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What Makes a Startup “Disruptive”?

disruptive startupsI had coffee recently with a VC who talked about how “disruptive technology” was a key part of his firm’s investment approach.

On the surface, it makes sense. After all, “disruptive” is impressive because it sounds like something that could make a difference and, in the process, attract a lot of users and be worth a lot of money.

But after thinking about it, I began to wonder what “disruptive” really means and, in particular, what makes a startup truly disruptive. Is it a product that leaps ahead of the competition in a major way? Is it a product that solves a problem or a need in a new or different way? Is it a product that’s easier to use or less expensive than what exists?

Is Wave Accounting, for example, disruptive because it launched a free online accounting service into a market in which most players were offering a fee-based service?

Is 500px disruptive because its elegant and service displays photographs so beautifully.

Is Engagio disruptive because it offers a “social inbox” at a time when people are getting messages from multiple sources.

In many respects, “disruptive” can be defined in many ways. This makes it an alluring but, arguably, difficult creature to discover and identify. For one investor, disruptive may be one thing but it entirely different from another investor.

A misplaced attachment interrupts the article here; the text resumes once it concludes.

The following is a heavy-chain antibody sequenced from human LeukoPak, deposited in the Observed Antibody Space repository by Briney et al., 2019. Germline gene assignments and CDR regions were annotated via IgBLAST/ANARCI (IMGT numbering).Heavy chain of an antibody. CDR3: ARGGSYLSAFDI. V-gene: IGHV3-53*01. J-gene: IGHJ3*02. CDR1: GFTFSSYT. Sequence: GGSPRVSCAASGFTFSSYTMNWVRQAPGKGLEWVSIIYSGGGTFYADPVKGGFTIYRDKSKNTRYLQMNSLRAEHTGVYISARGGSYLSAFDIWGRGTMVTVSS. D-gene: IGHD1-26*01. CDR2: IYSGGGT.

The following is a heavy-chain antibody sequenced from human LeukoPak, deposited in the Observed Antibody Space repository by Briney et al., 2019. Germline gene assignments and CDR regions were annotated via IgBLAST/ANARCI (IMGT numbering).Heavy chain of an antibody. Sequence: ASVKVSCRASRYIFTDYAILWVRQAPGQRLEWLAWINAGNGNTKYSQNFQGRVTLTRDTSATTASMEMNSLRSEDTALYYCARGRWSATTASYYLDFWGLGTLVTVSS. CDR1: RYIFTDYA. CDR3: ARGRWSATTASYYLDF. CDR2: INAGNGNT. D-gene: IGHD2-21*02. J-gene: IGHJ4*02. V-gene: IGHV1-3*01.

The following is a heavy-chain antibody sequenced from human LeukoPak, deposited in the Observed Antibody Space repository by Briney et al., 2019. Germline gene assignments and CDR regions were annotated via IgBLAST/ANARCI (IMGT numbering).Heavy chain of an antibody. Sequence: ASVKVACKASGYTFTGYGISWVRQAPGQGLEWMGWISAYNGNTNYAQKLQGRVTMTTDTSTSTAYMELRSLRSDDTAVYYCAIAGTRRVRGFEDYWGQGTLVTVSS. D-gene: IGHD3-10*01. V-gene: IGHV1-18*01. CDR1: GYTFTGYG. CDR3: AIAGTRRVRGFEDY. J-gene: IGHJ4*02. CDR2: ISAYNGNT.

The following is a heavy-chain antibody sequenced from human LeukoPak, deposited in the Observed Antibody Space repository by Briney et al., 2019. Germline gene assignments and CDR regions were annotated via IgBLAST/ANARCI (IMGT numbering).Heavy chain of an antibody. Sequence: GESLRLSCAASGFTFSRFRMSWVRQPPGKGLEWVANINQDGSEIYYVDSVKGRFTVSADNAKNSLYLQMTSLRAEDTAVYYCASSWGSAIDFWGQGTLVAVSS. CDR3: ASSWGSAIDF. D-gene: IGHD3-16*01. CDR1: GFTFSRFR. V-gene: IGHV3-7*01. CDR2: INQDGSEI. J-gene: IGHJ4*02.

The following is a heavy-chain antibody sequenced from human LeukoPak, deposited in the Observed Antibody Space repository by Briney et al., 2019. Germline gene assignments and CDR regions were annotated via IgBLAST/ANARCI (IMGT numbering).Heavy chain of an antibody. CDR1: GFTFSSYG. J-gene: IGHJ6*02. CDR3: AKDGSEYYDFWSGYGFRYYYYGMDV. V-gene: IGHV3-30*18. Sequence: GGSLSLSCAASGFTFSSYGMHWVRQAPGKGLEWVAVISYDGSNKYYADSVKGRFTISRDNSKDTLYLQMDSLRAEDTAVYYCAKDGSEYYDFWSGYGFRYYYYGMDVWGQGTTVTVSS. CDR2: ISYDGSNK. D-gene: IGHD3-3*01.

The problem with “disruptive” is it’s a sexy term for entrepreneurs and investors to throw around. Suggesting your product is “disruptive” is easy to do and get away with because it can be difficult to argue otherwise because “disruptive” is so slippery. How many times have you heard an entrepreneur proclaim their technology is “disruptive”?

The reality is we love “disruptive” because it’s elusive, multi-faceted and difficult to pinpoint until a startup enjoys success. Then, everyone can confidently say: “I know Instagram/Pinterest/Path, etc. was disruptive when I first saw it”.

So, how do you define “disruptive”?

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  • http://askbox.me Jordan Coeyman

    Great article. I often think about this very topic, and glad you addressed it.

    I define disruptive as the thing that demands attention. It can be bad or good, but it demands attention to determine the outcome.